It has long been accepted and taught that regular cardiovascular workouts are good for cardiovascular health. And they are. But a new study asserts that regular strength training is even better for your heart than more aerobic activities like walking and cycling.

A survey of 4,000 adults revealed that static activity, such as strength training, had stronger links to reduced risk of cardiovascular diseases than dynamic activity, such as walking and cycling. But before you tell your patients to hang up their walking shoes and park their bikes in favor of free weights and dumbbells, keep reading.

The researchers also point out that both types of exercise have heart health benefits and people should have a workout routine that includes both. "Both strength training and aerobic activity appeared to be heart healthy, even in small amounts, at the population level," said Dr. Maia P. Smith, assistant professor in the Department of Public Health and Preventive Medicine at St. George's University in Grenada.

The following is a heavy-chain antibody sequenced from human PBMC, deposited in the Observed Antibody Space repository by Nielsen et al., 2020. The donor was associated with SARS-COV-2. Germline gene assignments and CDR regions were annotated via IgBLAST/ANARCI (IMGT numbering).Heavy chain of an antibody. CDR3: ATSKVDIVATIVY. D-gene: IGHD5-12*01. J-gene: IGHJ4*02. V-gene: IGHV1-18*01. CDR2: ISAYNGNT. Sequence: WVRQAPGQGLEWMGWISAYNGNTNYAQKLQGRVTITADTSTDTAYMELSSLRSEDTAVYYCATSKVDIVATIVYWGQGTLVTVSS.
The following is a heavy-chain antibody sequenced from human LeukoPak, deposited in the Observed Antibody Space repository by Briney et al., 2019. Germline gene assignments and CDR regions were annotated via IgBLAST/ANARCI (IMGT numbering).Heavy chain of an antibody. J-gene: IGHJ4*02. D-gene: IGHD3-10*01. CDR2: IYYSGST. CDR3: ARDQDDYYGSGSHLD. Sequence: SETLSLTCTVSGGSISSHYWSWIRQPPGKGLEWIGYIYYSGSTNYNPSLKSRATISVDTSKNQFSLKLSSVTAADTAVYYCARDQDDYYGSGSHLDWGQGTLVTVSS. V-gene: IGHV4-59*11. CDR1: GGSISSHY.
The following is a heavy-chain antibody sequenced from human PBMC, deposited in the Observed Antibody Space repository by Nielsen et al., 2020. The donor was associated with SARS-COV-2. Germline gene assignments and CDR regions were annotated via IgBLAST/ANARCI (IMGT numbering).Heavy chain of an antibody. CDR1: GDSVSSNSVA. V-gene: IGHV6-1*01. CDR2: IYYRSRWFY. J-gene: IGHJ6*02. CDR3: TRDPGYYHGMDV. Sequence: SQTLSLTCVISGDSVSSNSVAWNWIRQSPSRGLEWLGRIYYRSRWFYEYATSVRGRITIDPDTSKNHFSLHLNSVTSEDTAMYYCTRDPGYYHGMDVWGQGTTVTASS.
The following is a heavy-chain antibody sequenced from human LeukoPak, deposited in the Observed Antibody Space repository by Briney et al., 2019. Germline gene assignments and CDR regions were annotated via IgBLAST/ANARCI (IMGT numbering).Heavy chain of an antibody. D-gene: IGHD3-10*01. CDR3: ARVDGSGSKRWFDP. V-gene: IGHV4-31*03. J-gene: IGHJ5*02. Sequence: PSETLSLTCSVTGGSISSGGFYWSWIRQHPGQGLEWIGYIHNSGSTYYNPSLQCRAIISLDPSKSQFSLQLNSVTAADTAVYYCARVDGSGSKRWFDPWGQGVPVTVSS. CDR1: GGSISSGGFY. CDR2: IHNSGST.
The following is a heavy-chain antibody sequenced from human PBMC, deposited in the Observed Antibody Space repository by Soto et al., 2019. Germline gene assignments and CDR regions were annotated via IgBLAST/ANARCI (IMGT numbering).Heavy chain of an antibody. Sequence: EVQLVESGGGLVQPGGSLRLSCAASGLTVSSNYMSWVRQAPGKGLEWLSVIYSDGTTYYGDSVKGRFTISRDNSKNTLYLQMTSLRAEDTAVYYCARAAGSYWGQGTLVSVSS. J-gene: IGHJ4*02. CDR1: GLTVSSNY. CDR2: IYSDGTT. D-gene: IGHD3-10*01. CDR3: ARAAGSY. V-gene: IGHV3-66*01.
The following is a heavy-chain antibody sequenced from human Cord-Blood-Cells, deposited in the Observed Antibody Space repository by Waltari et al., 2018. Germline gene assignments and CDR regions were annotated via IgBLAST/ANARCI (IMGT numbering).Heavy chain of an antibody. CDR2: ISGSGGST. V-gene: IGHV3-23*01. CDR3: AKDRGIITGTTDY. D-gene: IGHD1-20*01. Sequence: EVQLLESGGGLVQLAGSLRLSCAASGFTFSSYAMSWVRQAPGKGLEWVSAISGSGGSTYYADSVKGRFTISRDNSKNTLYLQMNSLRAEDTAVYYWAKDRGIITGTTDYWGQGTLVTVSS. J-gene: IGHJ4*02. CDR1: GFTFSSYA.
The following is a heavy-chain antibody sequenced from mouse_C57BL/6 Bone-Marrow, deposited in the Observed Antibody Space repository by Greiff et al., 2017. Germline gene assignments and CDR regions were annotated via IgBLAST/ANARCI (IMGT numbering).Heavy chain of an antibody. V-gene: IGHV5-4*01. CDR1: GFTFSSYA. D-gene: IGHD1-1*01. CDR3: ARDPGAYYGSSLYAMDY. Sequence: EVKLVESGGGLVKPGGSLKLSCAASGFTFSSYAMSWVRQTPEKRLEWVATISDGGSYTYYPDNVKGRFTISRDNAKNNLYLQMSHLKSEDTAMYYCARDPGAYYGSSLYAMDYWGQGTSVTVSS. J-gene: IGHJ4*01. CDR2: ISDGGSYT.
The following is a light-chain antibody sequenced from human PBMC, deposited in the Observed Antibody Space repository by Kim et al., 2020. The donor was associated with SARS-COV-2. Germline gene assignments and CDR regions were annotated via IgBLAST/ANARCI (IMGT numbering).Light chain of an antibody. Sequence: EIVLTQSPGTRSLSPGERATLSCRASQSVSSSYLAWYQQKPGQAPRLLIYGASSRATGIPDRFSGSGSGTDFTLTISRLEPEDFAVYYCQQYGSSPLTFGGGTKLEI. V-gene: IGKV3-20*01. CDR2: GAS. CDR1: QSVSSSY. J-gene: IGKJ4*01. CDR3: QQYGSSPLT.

So even though static activity appeared more beneficial than dynamic activity, people who do both fared best overall.

The study was featured at the 2018 American College of Cardiology Latin America Conference that took place last month in Lima, Peru.

According to the American Heart Association (AHA), accepted guidelines recommend that adults should be physically active for at least 150 minutes each week. This activity should consist of at least 150 minutes of moderate-intensity or 75 minutes per week of vigorous-intensity aerobic exercise, or a combination. It is better to spread the exercise across the week than complete it all in 1 or 2 days.

The guidelines also advise participating in activities that strengthen the muscles, such as resistance or weight training. People should do this on at least 2 days per week.

Dr. Smith and her research colleagues used data from the 2005-2006 National Health and Nutrition Examination Survey on 4,086 adults in the U.S. This included information that individuals voluntarily provided about types of physical activity and the presence of cardiovascular risk factors, including high blood pressure, being overweight, having high cholesterol and/or diabetes.

Interestingly, only around 1 in 5 adults and teens in the U.S. even meet the recommended 150 minutes per week of "heart-pumping" activity, says the AHA. So while strength training may have a slight edge over cardio training, it’s most important that people just get out and exercise.